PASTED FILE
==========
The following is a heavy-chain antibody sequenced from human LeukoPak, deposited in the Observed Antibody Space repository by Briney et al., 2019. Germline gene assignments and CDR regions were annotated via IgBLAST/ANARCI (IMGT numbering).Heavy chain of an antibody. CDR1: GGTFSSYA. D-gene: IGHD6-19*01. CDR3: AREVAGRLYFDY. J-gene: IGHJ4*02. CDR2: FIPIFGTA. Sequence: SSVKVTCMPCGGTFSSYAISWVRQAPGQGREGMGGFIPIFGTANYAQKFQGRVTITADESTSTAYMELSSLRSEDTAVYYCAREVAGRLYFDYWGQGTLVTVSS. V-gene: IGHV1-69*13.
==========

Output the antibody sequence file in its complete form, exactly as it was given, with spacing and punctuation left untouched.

The following is a heavy-chain antibody sequenced from human LeukoPak, deposited in the Observed Antibody Space repository by Briney et al., 2019. Germline gene assignments and CDR regions were annotated via IgBLAST/ANARCI (IMGT numbering).Heavy chain of an antibody. CDR1: GGTFSSYA. D-gene: IGHD6-19*01. CDR3: AREVAGRLYFDY. J-gene: IGHJ4*02. CDR2: FIPIFGTA. Sequence: SSVKVTCMPCGGTFSSYAISWVRQAPGQGREGMGGFIPIFGTANYAQKFQGRVTITADESTSTAYMELSSLRSEDTAVYYCAREVAGRLYFDYWGQGTLVTVSS. V-gene: IGHV1-69*13.